Briefs from the San Luis Valley

Brief by Marcia Darnell

San Luis Valley – October 1999 – Colorado Central Magazine

Green Golf?

The Nature Conservancy is weighing the feasibility of maintaining a golf course on its new 100,00-acre acquisition in the Valley. Discussions with the public have revolved around the concept of “green golf,” an environmentally friendly way to maintain golf courses. Other factors in the debate include the course’s financial drain, its role in the community, and its lure for eco-tourists. The governing board of the Conservancy has final say in the fate of the Zapata golf course.

Summitville Redux

Battle Mountain Gold is being slapped by the state’s Water Quality Control Division for allowing pollutants into Rito Seco. The agency issued a cease and desist order to the mine, which has not operated since 1997.

The pollutants flowing into the creek include manganese and sulfate. Battle Mountain Gold is four miles northeast of San Luis. Company managers claim to have self-reported the problems, which they say pose no risk to the lives of the local people, plants or animals.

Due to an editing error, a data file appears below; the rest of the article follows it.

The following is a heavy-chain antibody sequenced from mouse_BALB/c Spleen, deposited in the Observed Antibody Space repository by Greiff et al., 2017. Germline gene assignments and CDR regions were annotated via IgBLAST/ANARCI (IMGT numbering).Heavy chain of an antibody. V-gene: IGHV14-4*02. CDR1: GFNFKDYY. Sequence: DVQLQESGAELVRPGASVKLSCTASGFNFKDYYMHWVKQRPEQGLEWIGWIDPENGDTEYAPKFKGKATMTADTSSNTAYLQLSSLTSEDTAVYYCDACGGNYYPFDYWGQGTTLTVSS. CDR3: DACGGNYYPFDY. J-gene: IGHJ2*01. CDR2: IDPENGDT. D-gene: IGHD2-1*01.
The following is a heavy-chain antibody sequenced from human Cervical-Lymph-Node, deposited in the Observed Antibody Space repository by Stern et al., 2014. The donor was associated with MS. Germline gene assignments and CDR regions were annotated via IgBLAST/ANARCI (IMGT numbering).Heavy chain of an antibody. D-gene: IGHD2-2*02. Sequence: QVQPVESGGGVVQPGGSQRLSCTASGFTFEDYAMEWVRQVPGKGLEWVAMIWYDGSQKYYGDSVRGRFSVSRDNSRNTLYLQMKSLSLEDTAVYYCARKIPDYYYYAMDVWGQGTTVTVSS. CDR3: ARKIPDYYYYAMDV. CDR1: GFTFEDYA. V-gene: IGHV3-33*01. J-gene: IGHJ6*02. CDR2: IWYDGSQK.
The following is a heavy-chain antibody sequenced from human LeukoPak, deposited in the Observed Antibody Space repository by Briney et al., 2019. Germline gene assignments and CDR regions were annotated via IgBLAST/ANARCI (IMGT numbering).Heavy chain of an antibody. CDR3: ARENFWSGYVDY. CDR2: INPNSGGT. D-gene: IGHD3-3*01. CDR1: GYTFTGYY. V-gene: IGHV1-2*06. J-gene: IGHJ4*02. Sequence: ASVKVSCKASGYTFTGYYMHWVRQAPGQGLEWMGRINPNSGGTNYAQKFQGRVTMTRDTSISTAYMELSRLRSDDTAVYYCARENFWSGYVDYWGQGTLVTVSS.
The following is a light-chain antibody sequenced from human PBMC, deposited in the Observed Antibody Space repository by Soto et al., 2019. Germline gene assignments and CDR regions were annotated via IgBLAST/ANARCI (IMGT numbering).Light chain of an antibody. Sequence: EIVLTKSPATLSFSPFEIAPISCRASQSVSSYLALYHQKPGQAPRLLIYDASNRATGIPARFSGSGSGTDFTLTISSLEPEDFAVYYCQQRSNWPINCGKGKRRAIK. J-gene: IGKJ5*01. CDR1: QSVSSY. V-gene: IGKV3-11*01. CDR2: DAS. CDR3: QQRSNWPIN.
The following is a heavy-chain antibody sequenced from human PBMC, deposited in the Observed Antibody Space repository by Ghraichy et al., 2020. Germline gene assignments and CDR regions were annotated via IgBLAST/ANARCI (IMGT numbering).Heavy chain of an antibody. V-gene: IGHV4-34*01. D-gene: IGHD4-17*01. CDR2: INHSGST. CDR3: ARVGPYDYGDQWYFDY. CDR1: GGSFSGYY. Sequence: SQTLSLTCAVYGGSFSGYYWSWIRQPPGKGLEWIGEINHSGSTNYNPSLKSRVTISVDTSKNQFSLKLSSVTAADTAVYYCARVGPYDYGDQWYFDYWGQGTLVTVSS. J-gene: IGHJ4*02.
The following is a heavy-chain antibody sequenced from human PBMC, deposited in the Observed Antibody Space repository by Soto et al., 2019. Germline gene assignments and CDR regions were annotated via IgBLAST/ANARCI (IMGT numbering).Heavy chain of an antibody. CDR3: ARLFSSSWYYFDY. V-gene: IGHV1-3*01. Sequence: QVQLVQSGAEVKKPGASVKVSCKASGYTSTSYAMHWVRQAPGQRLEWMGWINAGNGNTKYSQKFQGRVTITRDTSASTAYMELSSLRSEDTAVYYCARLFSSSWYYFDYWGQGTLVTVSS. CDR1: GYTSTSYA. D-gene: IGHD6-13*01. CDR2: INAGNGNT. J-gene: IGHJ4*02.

Owing Water Woes

The San Luis Valley, usually as arid as the Mojave, has been awash in water this summer. Rain fell almost every day from late July to Labor Day weekend. You’d think this would be a good thing.

Wrong! The barley crop is wet, the chili crop is virtually nonexistent, and worst of all, we owe a riverful of water to New Mexico. By the terms of the Rio Grande Compact, the more water we get, the more we owe. Life ain’t easy in rural Colorado.

Train Debate

The idea of reviving the rails between South Fork and Creede has people divided, mostly along residential lines. People in South Fork, for the most part, love the idea of housing and feeding day-trippers to Creede. Many Creede people hate the idea, pointing to the pollution, crowds, and lack of ambiance the train may bring.

Opinions Wanted

The town of Antonito will poll its citizens on the issue of locating a private prison in town. The usual issues — jobs and economic benefits vs. crowding and tax giveaways — will boil down to a yes-or-no question on a postcard.